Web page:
A2 Blog Centre

A summary from three blogs: A2 Community + From The President + A2 Stories on Mission Network News

A2 Blog Centre is an aggregation of all official blogs of Asian Access
  1. David & Jackie

    David and Jackie Ro, OMF missionaries, were with me this week in Taiwan. They are some of the finest servants of Christ you can meet. Jackie serves as the director for A2's Women in Ministry leader development program, while David serves as the East Asia Regional Director for the Lausanne Movement and for Gordon Conwell Seminary’s J. Christy Wilson Center for World Missions.

    As we were sharing with leaders in Taipei about the ministry of Asian Access, they both had some profound insight to share: insight that was incredibly encouraging to me. 

     

    God and Family before Ministry

    Jackie shared how the women in the Asian Access cohorts truly do experience the values of putting family before ministry. Of course, God comes first but for our alumni, we are committed to honoring our families before the ministry we do. Hearing stories of women who have pledged their lives to God first, family second and ministry that follows was quite moving. Several of them have husbands who are pastors who went through the program as well, many reporting that their husbands no longer neglect their family for ministry.

     

    A Kindgdom Platform for National Ministries to Thrive

    David’s sharing was equally profound. He said that Asian Access builds a foundation or a platform as he called it for other nationwide ministries to thrive. He mentioned how Asian Access lays the groundwork where pastors no longer compete with each other or see their church as the only option. Rather, they are committed to the kingdom first before their particular ministry allowing broader nationwide efforts like the Lausanne Movement and other global partnerships to thrive.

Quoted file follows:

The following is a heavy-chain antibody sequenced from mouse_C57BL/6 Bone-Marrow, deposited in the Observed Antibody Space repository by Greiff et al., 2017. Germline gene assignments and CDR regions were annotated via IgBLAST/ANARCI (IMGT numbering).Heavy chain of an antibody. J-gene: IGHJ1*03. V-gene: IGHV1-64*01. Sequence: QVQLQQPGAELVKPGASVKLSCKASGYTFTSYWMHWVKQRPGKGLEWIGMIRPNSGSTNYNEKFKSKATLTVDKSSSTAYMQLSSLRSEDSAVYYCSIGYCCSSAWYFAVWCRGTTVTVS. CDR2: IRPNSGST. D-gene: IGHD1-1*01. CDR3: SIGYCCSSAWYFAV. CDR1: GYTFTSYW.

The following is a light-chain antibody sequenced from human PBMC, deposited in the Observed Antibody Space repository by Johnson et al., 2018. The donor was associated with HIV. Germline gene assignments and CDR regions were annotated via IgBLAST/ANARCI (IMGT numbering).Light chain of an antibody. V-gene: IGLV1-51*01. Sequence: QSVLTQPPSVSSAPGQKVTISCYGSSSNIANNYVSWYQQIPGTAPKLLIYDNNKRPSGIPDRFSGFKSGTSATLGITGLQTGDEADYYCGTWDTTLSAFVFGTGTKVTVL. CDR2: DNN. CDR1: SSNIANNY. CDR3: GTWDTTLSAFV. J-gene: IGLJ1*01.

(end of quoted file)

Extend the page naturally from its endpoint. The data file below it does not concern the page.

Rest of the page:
As we say at Asian Access: one of our key goals is to “unite the Church” to see leaders multiplied, churches planting churches and extend the transforming power of the Gospel.

    Praise God for servants like Jackie and David for serving with us. Together, we are part of this incredible community to see a vibrant community of servant leaders leading the Church across Asia!

    Toward uniting the Church,

    Joe Handley
    joe sig blue

    Joe Handley, President

    Joe Handleyemailjhandley@asianaccess.org
    twitter@jwhandley

     

    More Information

    Uniting the Church across Asia [video]

  2. Pastor Rajiv recently shared with me his compelling story. It was powerful to hear what God was teaching him.

     

    “On a Journey of Big”

    Prior to joining Asian Access, Pastor Rajiv was “on a journey of big.” He enjoyed a very prominent position at a large church. However, as he reflected on success, he wondered if his ministry measured up. He began questioning the real impact of his kingdom work—despite his popularity and notoriety.

    As Pastor Rajiv grew through the Asian Access learning community, he began seeking the Lord in fasting and prayer about the future. Over time, he felt led toward a new ministry: one that invested deeply in a few rather than one that performed in front of larger crowds. It was here—in the midst of the micro life-on-life ministry—that he saw real transformation: disciples being made and one’s who flourished in their walk with Christ. In his assessment, this was successful, effective ministry.